Graphic I. Pneumatization and septation of sphenoid sinus.

Septation of sinuses (Graphic I, Figs. 2 and 3). 16 sinuses (80%) had multiple septations and 4 sinuses (20%) had a single septum.

Dimensions of the sinuses (Graphic II). The anteroposterior diameter of the sinuses ranged from 1.3 to 3.4 cm (mean=2.5 cm). Transverse diameter of the sinuses ranged from 1.2 to 5.0 cm (mean=2.8 cm).

Vertical diameter of the sinuses. Ranged from 1.4 to 3.6 cm (mean=2.2 cm).

Volume of the sinuses. Ranged from 3.0 to 10.0 ml. (mean=5.8 ml.)



Graphic II. Mean AP, Transverse and Vertical diameters.





Fig.1. Sellar type of pneumatization.
Fig.2. Multiple septa after removing the midline septum (White arrow).
Fig. 3. Complete single septum (Black arrow).

Distance of sphenoid ostium (Graphic III). From midpoint on anterior wall of sphenoid sinus ranged from 0.1 to 0.4 cm (mean=0.2 cm). From the base of sphenoid ranged from 0.6 to 2.2 cm (mean=1.6cm. From anterior end of superior turbinate ranged from 0.8 to 2.6 cm (mean=2.2 cm).



Graphic III. Distance of sphenoid ostium.

Distance of anterior nasal spine to rostrum of sphenoid. Ranged from 7.2 to 9.3 cm (mean=7.9 cm)

Relationships of the sphenoid sinus.

-Internal carotid artery. Superolateral wall of one sinus (5%) showed dehiscence due to the cavernous segment of the internal carotid artery.

-Optic nerve. Impression on the sinus wall due to optic nerve was not seen in any sinus in our study.

-Onodi cells. No onodi cells were identified.

-Floor of sella. No bulge or dehiscence was seen in the floor of sella.

-Maxillary nerve. None of the sinuses showed any bulge or dehiscence related to maxillary nerve.

DISCUSSION

Throughout the history of medicine, numerous attempts have been made to illuminate and examine the inside of various cavities within the body. The paranasal sinuses alongwith their narrow passages, crevices, fissures and bony walls, place a particularly heavy demand on the design of instrumentation to be used for this purpose.

The endoscopic transnasal approach to sphenoid sinus is a technique, which has established itself in the recent years and demands a thorough knowledge of the surgical anatomy and a huge amount of anatomical variations involving the sphenoid sinus. In this study, the anatomy of the sphenoid sinus is studied from the viewpoint of an otolaryngologist, in an operative setting.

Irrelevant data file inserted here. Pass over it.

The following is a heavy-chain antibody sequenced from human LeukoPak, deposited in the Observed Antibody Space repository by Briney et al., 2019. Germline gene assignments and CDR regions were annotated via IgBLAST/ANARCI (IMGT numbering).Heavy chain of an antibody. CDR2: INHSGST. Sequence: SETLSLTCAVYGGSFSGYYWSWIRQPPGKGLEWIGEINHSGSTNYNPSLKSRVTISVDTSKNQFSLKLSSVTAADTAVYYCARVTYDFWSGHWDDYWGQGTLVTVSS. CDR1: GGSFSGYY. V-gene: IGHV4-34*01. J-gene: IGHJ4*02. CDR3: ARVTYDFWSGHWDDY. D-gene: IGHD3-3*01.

In our study, we identified two kinds of sphenoid pneumatization patterns, i.e., presellar (25% of sinuses) and postsellar (75% of sinuses). These results were similar to earlier works by Renn & Rhoton (1975); Fuji et al. (1979); Elwany et al. (1983) and Sethi et al. Sinuses with postsellar pneumatization have been considered to be technically less demanding for a transsphenoidal hypophysectomy as compared to the presellar pneumatization.

Multiple intersinus septae were found in 80% of the sinuses in our study that is similar to an earlier study by Elwany et al. (1983) in which 73% sinuses had multiple septae. This signifies that the intersinal septum could not be used as a reliable guide to the midline during sinus surgery. The course of the septum is not necessarily median. It frequently deviates laterally and superiorly in its posterior course and inserts into the bony bulges over the optic nerve or the internal carotid artery. Awareness of this is particularly important if the septae in a sphenoid sinus are scheduled to be perforated or removed (Stammberger, 1991).

The average volume of the sinus in our study was 5.8 ml. It has been estimated to be about 6 to 7.5 ml (Ridpath, 1947; Simpson et al., 1967; Ballenger, 1977). In the series of Elwany et al. (1983) average size of presellar sinus was 2.5 ml. and it was 8.5 ml. for postsellar sinuses.

The average dimensions of the sinus were found to be: antero posterior-2.5 cm, transverse-2.8 cm and vertical- 2.2 cm, in our study. The average dimensions in the study by Elwany et al. (1983) were found to be : antero posterior-3.1 cm, transverse-1.9 cm and vertical-2.6 cm.

The ostium of the sinus was found to be 0.2 cm from the midline, 1.6 cm above the floor of the sphenoid sinus

and 2.2 cm from the anterior end of the superior turbinate on an average. Elwany et al. (1983) found the ostium at the level of 10 to 20 mm above the sinus floor. A pinhead ostium was reported in 13% sinuses by Lang and in 155 by Sethi et al.

The lateral wall of the sinus is hallmarked by indentations created by important structures, notably, the internal carotid artery and optic nerve. The internal carotid artery is the most medial structure in the cavernous sinus. We found dehiscence in the superolateral wall due to carotid artery in one sinus (5%). Whereas Renn & Rhoton reported bulges due to carotid artery in 71% of the sinuses and dehiscence in 4%. Sethi et al. identified carotid bulges in 93% of the sinuses and Elwany et al. (1999) observed dehiscences in 4.8% of sinuses. This might indicate a racial variation in terms of relationship of the internal carotid artery to the sphenoid sinus, in the Indian population.

Impression of the optic nerve was not found in any sinus in our study. Sethi et al. noticed the bulge of optic nerve bilaterally in all their specimens. Elwany et al. (1999) found the bulge in 29% of their specimens. This might indicate a racial variation in terms of relationship of the optic nerve to the sphenoid sinus, in the Indian population.

During surgical procedures, the surgeon must always remember that the optic canal and the bulge of the internal carotid artery may only be covered by a very thin and occasionally fragmented bony layer in the area of the sphenoid and that these two vital structures may not be well protected (Stammberger).

Onodi cells are posterior ethmoid cells lying within the sphenoid bone. In the present series, no onodi cells were identified. However, Elwany et al. (1999) identified onodi cells in 7.5% of cases.